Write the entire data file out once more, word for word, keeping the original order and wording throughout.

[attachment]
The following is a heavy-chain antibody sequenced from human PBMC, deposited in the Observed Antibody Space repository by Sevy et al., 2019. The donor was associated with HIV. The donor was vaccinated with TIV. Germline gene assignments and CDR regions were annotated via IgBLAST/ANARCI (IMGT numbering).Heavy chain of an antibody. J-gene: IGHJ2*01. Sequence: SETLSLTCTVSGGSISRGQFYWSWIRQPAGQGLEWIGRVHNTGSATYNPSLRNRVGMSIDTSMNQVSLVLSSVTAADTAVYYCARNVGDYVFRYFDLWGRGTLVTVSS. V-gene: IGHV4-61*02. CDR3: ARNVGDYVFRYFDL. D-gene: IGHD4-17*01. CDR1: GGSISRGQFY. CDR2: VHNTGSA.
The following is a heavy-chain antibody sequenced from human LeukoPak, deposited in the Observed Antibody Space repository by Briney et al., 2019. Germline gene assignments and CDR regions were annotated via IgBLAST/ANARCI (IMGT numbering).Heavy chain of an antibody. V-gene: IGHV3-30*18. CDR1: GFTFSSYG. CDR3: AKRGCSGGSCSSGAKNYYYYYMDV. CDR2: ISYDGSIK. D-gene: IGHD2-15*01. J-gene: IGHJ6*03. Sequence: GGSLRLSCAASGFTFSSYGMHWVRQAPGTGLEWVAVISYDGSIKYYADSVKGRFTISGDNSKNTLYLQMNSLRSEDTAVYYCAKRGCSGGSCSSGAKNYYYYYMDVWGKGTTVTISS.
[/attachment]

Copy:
The following is a heavy-chain antibody sequenced from human PBMC, deposited in the Observed Antibody Space repository by Sevy et al., 2019. The donor was associated with HIV. The donor was vaccinated with TIV. Germline gene assignments and CDR regions were annotated via IgBLAST/ANARCI (IMGT numbering).Heavy chain of an antibody. J-gene: IGHJ2*01. Sequence: SETLSLTCTVSGGSISRGQFYWSWIRQPAGQGLEWIGRVHNTGSATYNPSLRNRVGMSIDTSMNQVSLVLSSVTAADTAVYYCARNVGDYVFRYFDLWGRGTLVTVSS. V-gene: IGHV4-61*02. CDR3: ARNVGDYVFRYFDL. D-gene: IGHD4-17*01. CDR1: GGSISRGQFY. CDR2: VHNTGSA.
The following is a heavy-chain antibody sequenced from human LeukoPak, deposited in the Observed Antibody Space repository by Briney et al., 2019. Germline gene assignments and CDR regions were annotated via IgBLAST/ANARCI (IMGT numbering).Heavy chain of an antibody. V-gene: IGHV3-30*18. CDR1: GFTFSSYG. CDR3: AKRGCSGGSCSSGAKNYYYYYMDV. CDR2: ISYDGSIK. D-gene: IGHD2-15*01. J-gene: IGHJ6*03. Sequence: GGSLRLSCAASGFTFSSYGMHWVRQAPGTGLEWVAVISYDGSIKYYADSVKGRFTISGDNSKNTLYLQMNSLRSEDTAVYYCAKRGCSGGSCSSGAKNYYYYYMDVWGKGTTVTISS.